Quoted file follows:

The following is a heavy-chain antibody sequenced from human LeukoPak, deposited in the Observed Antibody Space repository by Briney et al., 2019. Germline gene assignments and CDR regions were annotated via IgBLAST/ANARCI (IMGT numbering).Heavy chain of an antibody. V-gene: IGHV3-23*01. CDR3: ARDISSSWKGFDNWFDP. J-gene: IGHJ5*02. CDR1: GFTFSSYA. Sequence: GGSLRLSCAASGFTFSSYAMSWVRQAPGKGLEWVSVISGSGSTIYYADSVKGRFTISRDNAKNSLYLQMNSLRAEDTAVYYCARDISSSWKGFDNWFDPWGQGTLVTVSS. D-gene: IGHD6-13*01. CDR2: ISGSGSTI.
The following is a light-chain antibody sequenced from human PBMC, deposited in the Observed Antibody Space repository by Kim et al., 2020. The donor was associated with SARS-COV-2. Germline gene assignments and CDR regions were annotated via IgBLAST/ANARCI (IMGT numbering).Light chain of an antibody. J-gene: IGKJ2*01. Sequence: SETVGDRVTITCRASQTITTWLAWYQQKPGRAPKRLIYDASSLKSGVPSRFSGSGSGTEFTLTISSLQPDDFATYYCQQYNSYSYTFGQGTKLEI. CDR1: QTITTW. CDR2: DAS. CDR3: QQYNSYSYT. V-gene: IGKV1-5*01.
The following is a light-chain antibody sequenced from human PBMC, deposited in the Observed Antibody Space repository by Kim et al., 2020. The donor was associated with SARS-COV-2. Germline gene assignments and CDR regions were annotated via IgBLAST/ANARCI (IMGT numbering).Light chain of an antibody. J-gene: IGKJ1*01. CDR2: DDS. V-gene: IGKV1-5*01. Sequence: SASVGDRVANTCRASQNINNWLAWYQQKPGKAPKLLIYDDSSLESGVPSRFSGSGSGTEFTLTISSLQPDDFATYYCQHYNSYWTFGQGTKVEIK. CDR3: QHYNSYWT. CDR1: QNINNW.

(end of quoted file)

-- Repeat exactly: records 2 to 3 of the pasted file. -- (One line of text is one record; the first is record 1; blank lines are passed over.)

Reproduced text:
The following is a light-chain antibody sequenced from human PBMC, deposited in the Observed Antibody Space repository by Kim et al., 2020. The donor was associated with SARS-COV-2. Germline gene assignments and CDR regions were annotated via IgBLAST/ANARCI (IMGT numbering).Light chain of an antibody. J-gene: IGKJ2*01. Sequence: SETVGDRVTITCRASQTITTWLAWYQQKPGRAPKRLIYDASSLKSGVPSRFSGSGSGTEFTLTISSLQPDDFATYYCQQYNSYSYTFGQGTKLEI. CDR1: QTITTW. CDR2: DAS. CDR3: QQYNSYSYT. V-gene: IGKV1-5*01.
The following is a light-chain antibody sequenced from human PBMC, deposited in the Observed Antibody Space repository by Kim et al., 2020. The donor was associated with SARS-COV-2. Germline gene assignments and CDR regions were annotated via IgBLAST/ANARCI (IMGT numbering).Light chain of an antibody. J-gene: IGKJ1*01. CDR2: DDS. V-gene: IGKV1-5*01. Sequence: SASVGDRVANTCRASQNINNWLAWYQQKPGKAPKLLIYDDSSLESGVPSRFSGSGSGTEFTLTISSLQPDDFATYYCQHYNSYWTFGQGTKVEIK. CDR3: QHYNSYWT. CDR1: QNINNW.